Miguel Cervantes also uses both dimensions of a homodiegetic and hetrodiegetic narrator within his novel. Through the chivalric tales of Don Quixote de la Mancha, the breaks which take place within the short stories convey a homodiegetic narrator. Cervantes is depicted as a character within the story he is narrating and his presence flows with the actions of Don Quixote and Sancho Panza, especially when his opinions are stated.” There is a multitude of voices contained within the diegetic dimension” (Polchow 71). The changes taken on when Cervantes or the unknown narrator is telling the story show the reader that whoever the narrator is, he or she is present at the action level. Polchow also argues that there is a “hetrodiegetic narrator who will continue on as the second author in chapter nine” (Polchow 71). A prologue is used as an introduction to the story as well as the author. In Don Quixote, Cervantes ends up getting help from an outside unknown character when writing his prologue. This friend claims that, “Your first problem about the sonnets, epigrams, and eulogies written by important and titled people that you lack for the beginning of the book, can be remedied if you take the trouble to write them yourself and then christen them and give them whatever names you like…” (Cervantes 13). This statement continues with the speaker explaining ways for Cervantes to go about writing a prologue. Here the speaker is giving tips to Cervantes to make his life easier. Once this friend takes control of the way that the prologue is focalized, the reader is inclines to believe whatever this new person is saying. This shift can be depicted as a heterodiegetic one because the narrator is separated from the text.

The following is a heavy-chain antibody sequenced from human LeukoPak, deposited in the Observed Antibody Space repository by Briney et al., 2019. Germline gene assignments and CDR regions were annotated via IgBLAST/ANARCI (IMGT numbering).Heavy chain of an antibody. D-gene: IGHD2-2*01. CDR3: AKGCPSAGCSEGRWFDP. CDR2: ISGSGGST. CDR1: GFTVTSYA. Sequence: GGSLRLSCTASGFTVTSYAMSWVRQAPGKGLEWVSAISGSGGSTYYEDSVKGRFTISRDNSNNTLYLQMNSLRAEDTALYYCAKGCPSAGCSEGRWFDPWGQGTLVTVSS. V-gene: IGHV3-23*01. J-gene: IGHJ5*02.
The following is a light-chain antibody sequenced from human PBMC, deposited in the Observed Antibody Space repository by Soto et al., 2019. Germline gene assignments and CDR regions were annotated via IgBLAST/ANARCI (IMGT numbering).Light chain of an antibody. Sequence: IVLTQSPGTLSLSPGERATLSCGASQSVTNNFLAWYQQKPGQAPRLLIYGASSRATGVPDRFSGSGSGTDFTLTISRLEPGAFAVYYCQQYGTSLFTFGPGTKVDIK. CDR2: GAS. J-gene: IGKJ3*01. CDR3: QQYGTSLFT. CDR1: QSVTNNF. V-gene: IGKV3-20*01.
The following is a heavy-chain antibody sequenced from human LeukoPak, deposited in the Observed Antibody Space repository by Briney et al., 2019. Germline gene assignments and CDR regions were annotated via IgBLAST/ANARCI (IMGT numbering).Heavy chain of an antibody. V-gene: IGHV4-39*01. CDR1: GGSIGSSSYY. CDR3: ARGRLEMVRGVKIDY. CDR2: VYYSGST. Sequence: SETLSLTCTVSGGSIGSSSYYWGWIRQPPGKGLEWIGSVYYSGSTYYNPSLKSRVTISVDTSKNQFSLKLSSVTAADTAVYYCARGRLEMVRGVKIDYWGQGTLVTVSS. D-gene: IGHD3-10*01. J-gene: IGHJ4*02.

Finally, a matrix narrator may be the simplest form to understand but it is within this technique that authors are able to manipulate the rest of the story. Jahn’s Narratology research explains how a matrix narrator is the mian author and developer for a text. This matrix then can create or get rid of other narrators who are present within the piece of literature. The matrix narrator also is responsible for setting up the point of view.  In “She Lives in a Story”, Segovia and Ofelia are authors of their own tale, while Samperio is the matrix narrator. After Segovia establishes his story, Ofelia takes on a new role by beginning her own tale. She is able to connect the two stories when she states, “I write that he writes a story that I live in” (Samperio 60) to show the depth within the frame work. Ofelia accepts that she is a character in another characters narrative and reframes the situation by attempting to create her own story. By creating this new story, she is the one who is in charge and has the power to give the roles to the other characters, whereas before she was the one who was being watched. Her story incorporates another characters actions, motives and thoughts. The line contends that there are two separate stories going on but finally the two characters are aware of both of their existences. Shifting the point of view to blatantly tell the audience what is going on in her mind as well as in Segovia’s story is a concept which derives only from the matrix narrator. The statement above exemplifies what Samperio, the matrix, has done in his short story.